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The Jeffersonian cyclopedia;

a comprehensive collection of the views of Thomas Jefferson classified and arranged in alphabetical order under nine thousand titles relating to government, politics, law, education, political economy, finance, science, art, literature, religious freedom, morals, etc.;

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6946. PRIMOGENITURE, Feudal and unnatural.—
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6946. PRIMOGENITURE, Feudal and unnatural.—

The abolition of primogeniture, and equal partition of inheritances, removed
the feudal and unnatural distinctions which
made one member of every family rich, and all
the rest poor, substituting equal partition, the
best of all Agrarian laws. [400]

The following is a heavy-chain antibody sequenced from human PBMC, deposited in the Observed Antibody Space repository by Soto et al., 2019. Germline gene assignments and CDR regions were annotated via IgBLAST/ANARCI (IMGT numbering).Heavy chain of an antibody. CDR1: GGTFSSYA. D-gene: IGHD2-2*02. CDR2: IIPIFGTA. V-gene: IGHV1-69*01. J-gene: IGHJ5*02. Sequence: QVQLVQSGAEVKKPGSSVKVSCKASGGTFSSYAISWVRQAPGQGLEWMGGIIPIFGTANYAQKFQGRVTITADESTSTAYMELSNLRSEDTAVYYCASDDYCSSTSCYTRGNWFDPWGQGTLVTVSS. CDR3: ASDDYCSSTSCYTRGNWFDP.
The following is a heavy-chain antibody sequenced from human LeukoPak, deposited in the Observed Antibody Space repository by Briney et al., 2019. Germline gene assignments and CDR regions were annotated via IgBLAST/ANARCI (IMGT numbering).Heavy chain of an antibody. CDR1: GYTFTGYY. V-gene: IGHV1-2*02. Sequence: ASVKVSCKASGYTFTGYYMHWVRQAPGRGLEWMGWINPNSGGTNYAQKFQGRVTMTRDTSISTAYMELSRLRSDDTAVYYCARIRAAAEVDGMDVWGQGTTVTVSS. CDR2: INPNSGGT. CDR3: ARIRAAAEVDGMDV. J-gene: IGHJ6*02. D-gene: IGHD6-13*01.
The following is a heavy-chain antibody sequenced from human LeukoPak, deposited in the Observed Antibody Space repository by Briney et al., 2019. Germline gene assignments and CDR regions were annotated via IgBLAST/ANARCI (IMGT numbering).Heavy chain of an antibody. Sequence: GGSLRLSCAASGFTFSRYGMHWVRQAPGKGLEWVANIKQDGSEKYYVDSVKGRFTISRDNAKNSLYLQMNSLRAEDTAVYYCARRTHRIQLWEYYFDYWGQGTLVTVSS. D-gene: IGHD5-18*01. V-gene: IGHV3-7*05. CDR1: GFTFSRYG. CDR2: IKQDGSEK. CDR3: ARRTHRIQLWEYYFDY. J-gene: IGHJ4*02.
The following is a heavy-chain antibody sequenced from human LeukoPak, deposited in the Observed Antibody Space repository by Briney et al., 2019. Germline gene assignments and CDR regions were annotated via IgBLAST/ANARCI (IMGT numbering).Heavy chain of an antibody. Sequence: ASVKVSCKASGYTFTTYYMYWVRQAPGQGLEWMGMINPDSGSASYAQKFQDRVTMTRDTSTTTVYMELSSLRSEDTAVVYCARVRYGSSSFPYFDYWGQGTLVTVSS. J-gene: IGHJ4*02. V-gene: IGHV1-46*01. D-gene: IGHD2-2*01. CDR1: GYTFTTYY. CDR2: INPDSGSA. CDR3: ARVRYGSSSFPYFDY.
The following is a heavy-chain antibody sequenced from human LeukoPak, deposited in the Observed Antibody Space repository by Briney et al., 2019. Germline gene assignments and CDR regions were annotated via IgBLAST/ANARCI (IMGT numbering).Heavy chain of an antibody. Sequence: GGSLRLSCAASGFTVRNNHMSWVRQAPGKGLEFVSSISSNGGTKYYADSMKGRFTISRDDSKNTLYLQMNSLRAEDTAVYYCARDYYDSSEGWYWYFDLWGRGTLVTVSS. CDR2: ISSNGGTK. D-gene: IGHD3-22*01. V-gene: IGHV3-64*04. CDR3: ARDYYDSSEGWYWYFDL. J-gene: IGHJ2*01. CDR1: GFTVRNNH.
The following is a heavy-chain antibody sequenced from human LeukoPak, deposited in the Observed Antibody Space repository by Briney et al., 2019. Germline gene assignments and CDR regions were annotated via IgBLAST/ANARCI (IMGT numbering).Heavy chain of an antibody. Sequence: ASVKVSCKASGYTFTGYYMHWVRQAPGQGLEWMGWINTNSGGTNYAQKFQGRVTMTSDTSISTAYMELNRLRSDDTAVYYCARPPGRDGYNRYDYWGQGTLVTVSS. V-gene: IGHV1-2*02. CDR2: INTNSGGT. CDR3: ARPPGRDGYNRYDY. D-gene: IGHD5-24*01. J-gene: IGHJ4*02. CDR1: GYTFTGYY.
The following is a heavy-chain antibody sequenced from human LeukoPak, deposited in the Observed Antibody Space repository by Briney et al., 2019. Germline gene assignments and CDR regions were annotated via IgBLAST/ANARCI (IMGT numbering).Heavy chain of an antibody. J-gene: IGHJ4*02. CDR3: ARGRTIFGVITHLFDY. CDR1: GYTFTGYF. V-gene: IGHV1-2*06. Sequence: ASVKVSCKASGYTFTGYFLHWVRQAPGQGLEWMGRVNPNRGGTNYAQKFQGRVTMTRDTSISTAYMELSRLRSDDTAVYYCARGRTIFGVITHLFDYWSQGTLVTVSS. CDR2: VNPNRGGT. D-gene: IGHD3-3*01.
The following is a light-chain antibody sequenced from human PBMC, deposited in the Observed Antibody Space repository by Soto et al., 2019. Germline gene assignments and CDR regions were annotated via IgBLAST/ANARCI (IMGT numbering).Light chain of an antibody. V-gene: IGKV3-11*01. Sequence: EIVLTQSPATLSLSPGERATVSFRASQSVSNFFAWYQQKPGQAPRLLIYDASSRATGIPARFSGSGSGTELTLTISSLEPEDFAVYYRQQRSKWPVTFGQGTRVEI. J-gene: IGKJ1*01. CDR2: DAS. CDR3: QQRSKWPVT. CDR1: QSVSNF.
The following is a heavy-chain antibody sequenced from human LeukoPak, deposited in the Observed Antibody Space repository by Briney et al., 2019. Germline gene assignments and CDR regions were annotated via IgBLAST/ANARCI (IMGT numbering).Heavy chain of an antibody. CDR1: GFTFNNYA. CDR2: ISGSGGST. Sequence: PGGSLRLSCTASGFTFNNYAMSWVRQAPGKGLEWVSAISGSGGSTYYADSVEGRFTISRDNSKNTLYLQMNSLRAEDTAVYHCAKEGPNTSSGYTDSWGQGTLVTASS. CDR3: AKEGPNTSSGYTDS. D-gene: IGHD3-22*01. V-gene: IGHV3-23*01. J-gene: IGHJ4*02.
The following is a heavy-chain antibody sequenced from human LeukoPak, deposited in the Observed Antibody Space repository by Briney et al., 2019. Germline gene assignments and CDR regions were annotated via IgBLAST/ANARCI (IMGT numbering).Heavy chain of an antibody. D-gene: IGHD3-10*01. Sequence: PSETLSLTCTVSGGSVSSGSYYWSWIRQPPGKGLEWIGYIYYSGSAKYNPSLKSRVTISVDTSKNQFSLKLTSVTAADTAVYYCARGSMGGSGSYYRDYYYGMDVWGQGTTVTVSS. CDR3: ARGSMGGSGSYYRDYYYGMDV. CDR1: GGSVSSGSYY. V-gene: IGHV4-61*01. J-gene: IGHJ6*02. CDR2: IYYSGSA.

Autobiography. Washington ed. i, 49. Ford ed., i, 69.
(M. 1821)

See Entails.


Page 720

It was an audacious move. From generation to
generation lands and slaves—almost the only valuable
kind of property in Virginia—had been handed
down protected against creditors, even against the
very extravagance of spendthrift owners; and it was
largely by this means that the quasi-nobility of the
colony had succeeded in establishing and maintaining
itself. A great groan seemed to go up from all
respectable society at the terrible suggestion of Jefferson,
a suggestion daringly cast before an Assembly
thickly sprinkled with influential delegates
strongly bound by family ties and self-interest to
defend the present system. * * * Thus was a
great social revolution wrought in a few months by
one man. * * * But his brilliant triumph cost him
a price. That distinguished class, whose existence as
a social caste had been forever destroyed, reviled the
destroyer from this time forth with relentless animosity;
and, even to the second and third generations,
the descendants of many of these patrician
families vindictively cursed the statesman who had
placed them on a level with the rest of their countrymen.—Morse's Life of Jefferson.